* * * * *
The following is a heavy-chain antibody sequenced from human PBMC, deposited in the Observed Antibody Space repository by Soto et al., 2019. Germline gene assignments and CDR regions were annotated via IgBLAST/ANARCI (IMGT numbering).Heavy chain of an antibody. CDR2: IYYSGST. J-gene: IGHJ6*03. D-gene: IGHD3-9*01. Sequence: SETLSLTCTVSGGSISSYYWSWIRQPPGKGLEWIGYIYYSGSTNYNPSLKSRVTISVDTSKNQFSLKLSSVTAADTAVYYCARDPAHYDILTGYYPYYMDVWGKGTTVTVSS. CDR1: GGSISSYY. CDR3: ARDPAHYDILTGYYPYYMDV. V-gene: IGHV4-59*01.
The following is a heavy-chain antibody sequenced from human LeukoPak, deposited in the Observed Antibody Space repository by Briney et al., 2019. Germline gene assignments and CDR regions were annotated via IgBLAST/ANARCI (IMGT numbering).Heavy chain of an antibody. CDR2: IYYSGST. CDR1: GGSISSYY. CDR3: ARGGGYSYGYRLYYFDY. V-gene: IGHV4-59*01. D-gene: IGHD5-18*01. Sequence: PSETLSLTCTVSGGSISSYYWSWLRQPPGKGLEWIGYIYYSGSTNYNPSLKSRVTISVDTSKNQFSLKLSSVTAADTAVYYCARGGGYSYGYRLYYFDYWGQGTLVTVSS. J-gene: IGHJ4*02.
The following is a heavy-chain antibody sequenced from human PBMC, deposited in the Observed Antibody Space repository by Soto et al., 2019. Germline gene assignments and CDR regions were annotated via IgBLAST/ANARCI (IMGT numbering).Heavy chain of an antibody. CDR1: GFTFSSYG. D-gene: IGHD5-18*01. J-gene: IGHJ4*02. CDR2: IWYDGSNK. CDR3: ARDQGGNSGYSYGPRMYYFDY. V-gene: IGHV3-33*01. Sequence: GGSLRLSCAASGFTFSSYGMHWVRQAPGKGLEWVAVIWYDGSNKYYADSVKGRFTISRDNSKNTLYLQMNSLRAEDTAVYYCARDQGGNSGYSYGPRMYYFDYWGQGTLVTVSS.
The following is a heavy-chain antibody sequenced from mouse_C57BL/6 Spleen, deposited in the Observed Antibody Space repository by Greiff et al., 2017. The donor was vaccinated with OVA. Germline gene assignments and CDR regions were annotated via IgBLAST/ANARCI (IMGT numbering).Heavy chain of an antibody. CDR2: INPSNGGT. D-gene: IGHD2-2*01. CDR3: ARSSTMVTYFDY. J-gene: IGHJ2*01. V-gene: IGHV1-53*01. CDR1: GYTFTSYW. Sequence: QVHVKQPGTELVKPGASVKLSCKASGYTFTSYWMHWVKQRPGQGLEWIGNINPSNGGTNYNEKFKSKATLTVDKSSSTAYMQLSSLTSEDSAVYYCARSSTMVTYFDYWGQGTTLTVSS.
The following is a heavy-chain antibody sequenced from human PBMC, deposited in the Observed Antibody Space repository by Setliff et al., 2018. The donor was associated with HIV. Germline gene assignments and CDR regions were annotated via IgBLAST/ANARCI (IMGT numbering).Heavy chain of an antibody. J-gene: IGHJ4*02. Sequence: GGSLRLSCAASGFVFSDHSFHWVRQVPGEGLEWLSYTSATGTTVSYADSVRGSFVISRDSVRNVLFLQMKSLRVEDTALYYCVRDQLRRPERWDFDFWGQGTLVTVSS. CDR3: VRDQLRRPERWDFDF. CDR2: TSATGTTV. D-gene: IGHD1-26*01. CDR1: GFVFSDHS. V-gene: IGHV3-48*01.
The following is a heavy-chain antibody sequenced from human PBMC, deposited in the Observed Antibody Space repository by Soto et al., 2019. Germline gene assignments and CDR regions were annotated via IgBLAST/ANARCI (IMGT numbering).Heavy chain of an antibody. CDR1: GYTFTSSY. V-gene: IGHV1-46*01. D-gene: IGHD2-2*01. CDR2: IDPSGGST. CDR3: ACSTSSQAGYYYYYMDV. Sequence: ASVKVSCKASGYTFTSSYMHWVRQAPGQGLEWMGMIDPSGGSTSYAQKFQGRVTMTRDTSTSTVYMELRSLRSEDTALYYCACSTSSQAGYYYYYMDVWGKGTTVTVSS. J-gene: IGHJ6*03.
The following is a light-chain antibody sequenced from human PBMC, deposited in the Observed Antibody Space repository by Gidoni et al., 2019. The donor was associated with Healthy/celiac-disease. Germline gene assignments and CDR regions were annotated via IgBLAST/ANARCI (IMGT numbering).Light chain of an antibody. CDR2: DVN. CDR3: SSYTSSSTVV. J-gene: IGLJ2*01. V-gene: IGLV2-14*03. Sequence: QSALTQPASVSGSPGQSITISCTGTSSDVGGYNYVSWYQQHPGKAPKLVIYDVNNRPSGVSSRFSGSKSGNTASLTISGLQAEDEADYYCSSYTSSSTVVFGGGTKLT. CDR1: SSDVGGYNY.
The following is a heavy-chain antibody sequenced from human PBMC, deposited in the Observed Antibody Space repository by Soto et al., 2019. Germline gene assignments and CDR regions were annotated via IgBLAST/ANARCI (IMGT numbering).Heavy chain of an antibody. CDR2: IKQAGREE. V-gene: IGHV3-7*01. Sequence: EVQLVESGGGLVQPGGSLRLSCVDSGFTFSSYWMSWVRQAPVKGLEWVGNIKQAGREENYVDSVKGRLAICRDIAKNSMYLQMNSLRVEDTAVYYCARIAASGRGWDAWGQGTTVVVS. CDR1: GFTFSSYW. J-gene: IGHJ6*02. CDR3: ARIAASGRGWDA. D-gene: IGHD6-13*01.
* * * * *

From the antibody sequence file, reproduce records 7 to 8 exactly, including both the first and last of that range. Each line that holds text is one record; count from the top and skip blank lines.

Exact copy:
The following is a light-chain antibody sequenced from human PBMC, deposited in the Observed Antibody Space repository by Gidoni et al., 2019. The donor was associated with Healthy/celiac-disease. Germline gene assignments and CDR regions were annotated via IgBLAST/ANARCI (IMGT numbering).Light chain of an antibody. CDR2: DVN. CDR3: SSYTSSSTVV. J-gene: IGLJ2*01. V-gene: IGLV2-14*03. Sequence: QSALTQPASVSGSPGQSITISCTGTSSDVGGYNYVSWYQQHPGKAPKLVIYDVNNRPSGVSSRFSGSKSGNTASLTISGLQAEDEADYYCSSYTSSSTVVFGGGTKLT. CDR1: SSDVGGYNY.
The following is a heavy-chain antibody sequenced from human PBMC, deposited in the Observed Antibody Space repository by Soto et al., 2019. Germline gene assignments and CDR regions were annotated via IgBLAST/ANARCI (IMGT numbering).Heavy chain of an antibody. CDR2: IKQAGREE. V-gene: IGHV3-7*01. Sequence: EVQLVESGGGLVQPGGSLRLSCVDSGFTFSSYWMSWVRQAPVKGLEWVGNIKQAGREENYVDSVKGRLAICRDIAKNSMYLQMNSLRVEDTAVYYCARIAASGRGWDAWGQGTTVVVS. CDR1: GFTFSSYW. J-gene: IGHJ6*02. CDR3: ARIAASGRGWDA. D-gene: IGHD6-13*01.